Literature > Watchers on the Walls

'Watchers on the Walls of Paradise'

Admiral Constanza Q. Stark is widely regarded as one of the greatest High Guard Chiefs of Staff ever to serve in the position. During Stark's tenure, a fleet depleted and demoralized by a diminished threat and popular opposition rediscovered its sense of purpose. Stark is widely credited with anticipating the rise of unforeseen threats in the face of High Guard withdrawal from its traditional responsibilities, and restructuring the force to reflect the asymmetric nature of these potential threats and contingencies. The following are selected excerpts from Stark's first address as Chief of Staff to the graduating midshipmen of the High Guard Academy in 9764 CY. Some have noted that Stark's words seem eerily prophetic in light of the surprise Magog attack on Brandenburg Tor just two years later.

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It is with a great sense of history and pride that I come before you today as the High Guard inducts you into the ranks of its elite officer corps. I cannot help but be humbled, standing before this crowd of thousands - with countless more watching from remote locations around the Commonwealth - and realizing that I stand in the midst of greatness. You are the best and the brightest of a hundred thousand worlds, beings for whom service is more than civic virtue and sacrifice, more than an abstract notion of selflessness. For the officers of the High Guard, service and sacrifice are tangible things, more precious than gold, because we pay for the right to claim them with our sweat, our blood, our tears. We are the watchers on the walls of Paradise.

Some have argued that the time has come for the watchers to climb down from the walls, that Paradise is secure - indeed, that Paradise is diminished by our very presence. How can we claim to live in an age of freedom and enlightenment, they ask, when our planets crawl with armed troops, when our skies are filled with ships of war so formidable not even the stars themselves are immune to their wrath. They point to our guns, our bombs, our anachronistic uniforms, our strange traditions, our rigid hierarchy and they ask what relevance these things have in a universe at peace with itself.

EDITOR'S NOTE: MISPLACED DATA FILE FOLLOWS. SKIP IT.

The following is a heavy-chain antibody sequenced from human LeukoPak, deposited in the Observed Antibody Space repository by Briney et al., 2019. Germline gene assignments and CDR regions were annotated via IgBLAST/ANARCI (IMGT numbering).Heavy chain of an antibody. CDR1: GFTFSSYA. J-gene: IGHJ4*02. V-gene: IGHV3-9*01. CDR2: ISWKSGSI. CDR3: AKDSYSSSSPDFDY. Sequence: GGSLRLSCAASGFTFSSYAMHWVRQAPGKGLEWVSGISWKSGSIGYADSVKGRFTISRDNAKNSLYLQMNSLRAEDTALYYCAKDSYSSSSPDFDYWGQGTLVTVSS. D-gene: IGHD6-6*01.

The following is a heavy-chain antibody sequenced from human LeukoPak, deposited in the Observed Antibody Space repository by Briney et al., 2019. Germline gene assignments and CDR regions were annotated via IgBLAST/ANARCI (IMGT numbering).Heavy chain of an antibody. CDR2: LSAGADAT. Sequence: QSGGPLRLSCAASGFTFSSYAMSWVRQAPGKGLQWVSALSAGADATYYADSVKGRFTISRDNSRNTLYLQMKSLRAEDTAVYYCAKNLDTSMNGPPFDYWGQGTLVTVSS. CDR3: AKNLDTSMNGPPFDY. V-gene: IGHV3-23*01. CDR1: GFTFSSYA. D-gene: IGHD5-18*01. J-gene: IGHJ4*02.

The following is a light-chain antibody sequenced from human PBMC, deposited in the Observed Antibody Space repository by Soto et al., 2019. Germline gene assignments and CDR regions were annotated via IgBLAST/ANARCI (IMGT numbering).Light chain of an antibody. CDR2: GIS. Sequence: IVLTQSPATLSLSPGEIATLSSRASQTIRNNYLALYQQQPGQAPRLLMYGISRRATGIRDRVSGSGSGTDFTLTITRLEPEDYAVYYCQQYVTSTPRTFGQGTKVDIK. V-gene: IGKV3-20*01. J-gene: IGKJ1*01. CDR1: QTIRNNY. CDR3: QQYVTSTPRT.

And some in the High Guard have argued that these people deserve to reap what they sow. That perhaps the dissolution of the High Guard, like a wish made to an angry djinn, will show them just how tenuous their Paradise really is. They point to the universities, the research centers, the museums, the Conclave and they call them luxuries, taken for granted by an ungrateful populace. They ask how long these things could abide without the strength of the High Guard to ensure their survival.

I am here to tell you that both of these arguments are misguided, that there is another way. There is a middle path, a road we must take that can preserve the noble tradition of the High Guard as an instrument of peace and maintain the security and stability of the liberties System Commonwealth citizens have enjoyed for 10,000 years. It is a hard road, fraught with change and peril, but at the end of that road we can leave the Systems Commonwealth better and stronger than we found it. We can make it a finer place.

As is usual, these grand pronouncements are more easily articulated than implemented. And I am sure you are asking yourselves: How do you propose to get us on that road, lead us down it, bring us to this happy future? I answer your question with a pearl of great price - an insight so pure, so fundamental that it forms the core of every great victory and every bitter defeat:

Watchers on the Walls of Paradise: Part II



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